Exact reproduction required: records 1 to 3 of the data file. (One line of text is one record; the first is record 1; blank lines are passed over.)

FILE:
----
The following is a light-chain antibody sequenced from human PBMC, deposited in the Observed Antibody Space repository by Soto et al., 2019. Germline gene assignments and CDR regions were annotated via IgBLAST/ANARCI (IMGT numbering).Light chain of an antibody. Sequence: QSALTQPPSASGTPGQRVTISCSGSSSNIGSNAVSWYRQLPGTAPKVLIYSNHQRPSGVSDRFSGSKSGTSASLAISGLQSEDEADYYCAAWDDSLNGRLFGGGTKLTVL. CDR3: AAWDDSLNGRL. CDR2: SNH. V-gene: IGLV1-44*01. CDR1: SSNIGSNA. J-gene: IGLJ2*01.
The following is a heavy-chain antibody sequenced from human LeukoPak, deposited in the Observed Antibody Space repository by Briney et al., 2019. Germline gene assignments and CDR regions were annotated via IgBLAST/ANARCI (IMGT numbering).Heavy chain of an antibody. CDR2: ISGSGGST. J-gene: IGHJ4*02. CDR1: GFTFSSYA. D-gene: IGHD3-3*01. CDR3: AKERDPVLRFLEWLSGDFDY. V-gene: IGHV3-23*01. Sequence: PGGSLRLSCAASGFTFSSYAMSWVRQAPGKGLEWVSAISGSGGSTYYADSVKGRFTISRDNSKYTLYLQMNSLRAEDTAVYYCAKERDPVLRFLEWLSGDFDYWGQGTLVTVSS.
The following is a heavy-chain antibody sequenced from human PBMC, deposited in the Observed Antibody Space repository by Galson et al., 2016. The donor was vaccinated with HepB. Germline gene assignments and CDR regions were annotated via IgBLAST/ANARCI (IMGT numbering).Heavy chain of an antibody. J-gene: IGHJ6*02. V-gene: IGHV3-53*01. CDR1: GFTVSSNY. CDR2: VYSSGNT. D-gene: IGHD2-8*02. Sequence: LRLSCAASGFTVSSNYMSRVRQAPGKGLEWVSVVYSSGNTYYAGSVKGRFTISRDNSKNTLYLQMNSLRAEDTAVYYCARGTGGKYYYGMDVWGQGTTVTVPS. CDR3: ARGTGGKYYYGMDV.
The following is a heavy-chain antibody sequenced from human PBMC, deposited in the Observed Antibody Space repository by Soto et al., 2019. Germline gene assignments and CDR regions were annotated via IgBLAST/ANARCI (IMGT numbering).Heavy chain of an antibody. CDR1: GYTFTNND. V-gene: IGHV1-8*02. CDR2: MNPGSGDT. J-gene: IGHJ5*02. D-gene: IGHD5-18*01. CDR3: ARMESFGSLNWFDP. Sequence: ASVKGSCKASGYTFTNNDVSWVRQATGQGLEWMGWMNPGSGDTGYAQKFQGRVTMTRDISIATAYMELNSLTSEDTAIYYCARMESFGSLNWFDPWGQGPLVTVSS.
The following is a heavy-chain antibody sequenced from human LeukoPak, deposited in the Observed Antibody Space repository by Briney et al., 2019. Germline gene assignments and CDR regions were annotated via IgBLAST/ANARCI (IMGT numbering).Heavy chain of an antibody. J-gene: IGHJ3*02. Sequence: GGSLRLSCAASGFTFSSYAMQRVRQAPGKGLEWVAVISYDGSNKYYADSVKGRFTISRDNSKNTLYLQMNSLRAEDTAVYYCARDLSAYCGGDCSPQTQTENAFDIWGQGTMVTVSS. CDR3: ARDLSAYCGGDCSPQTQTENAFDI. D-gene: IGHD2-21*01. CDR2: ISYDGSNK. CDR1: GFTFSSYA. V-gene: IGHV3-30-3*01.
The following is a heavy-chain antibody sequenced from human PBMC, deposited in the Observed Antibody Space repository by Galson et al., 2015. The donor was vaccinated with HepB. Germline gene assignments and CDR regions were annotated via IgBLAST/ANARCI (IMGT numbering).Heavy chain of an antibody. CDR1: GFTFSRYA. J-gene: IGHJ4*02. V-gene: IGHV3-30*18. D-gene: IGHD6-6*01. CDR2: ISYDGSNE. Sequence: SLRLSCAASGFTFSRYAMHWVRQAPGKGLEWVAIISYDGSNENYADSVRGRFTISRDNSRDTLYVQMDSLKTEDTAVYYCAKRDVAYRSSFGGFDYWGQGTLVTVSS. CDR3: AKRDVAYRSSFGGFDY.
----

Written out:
The following is a light-chain antibody sequenced from human PBMC, deposited in the Observed Antibody Space repository by Soto et al., 2019. Germline gene assignments and CDR regions were annotated via IgBLAST/ANARCI (IMGT numbering).Light chain of an antibody. Sequence: QSALTQPPSASGTPGQRVTISCSGSSSNIGSNAVSWYRQLPGTAPKVLIYSNHQRPSGVSDRFSGSKSGTSASLAISGLQSEDEADYYCAAWDDSLNGRLFGGGTKLTVL. CDR3: AAWDDSLNGRL. CDR2: SNH. V-gene: IGLV1-44*01. CDR1: SSNIGSNA. J-gene: IGLJ2*01.
The following is a heavy-chain antibody sequenced from human LeukoPak, deposited in the Observed Antibody Space repository by Briney et al., 2019. Germline gene assignments and CDR regions were annotated via IgBLAST/ANARCI (IMGT numbering).Heavy chain of an antibody. CDR2: ISGSGGST. J-gene: IGHJ4*02. CDR1: GFTFSSYA. D-gene: IGHD3-3*01. CDR3: AKERDPVLRFLEWLSGDFDY. V-gene: IGHV3-23*01. Sequence: PGGSLRLSCAASGFTFSSYAMSWVRQAPGKGLEWVSAISGSGGSTYYADSVKGRFTISRDNSKYTLYLQMNSLRAEDTAVYYCAKERDPVLRFLEWLSGDFDYWGQGTLVTVSS.
The following is a heavy-chain antibody sequenced from human PBMC, deposited in the Observed Antibody Space repository by Galson et al., 2016. The donor was vaccinated with HepB. Germline gene assignments and CDR regions were annotated via IgBLAST/ANARCI (IMGT numbering).Heavy chain of an antibody. J-gene: IGHJ6*02. V-gene: IGHV3-53*01. CDR1: GFTVSSNY. CDR2: VYSSGNT. D-gene: IGHD2-8*02. Sequence: LRLSCAASGFTVSSNYMSRVRQAPGKGLEWVSVVYSSGNTYYAGSVKGRFTISRDNSKNTLYLQMNSLRAEDTAVYYCARGTGGKYYYGMDVWGQGTTVTVPS. CDR3: ARGTGGKYYYGMDV.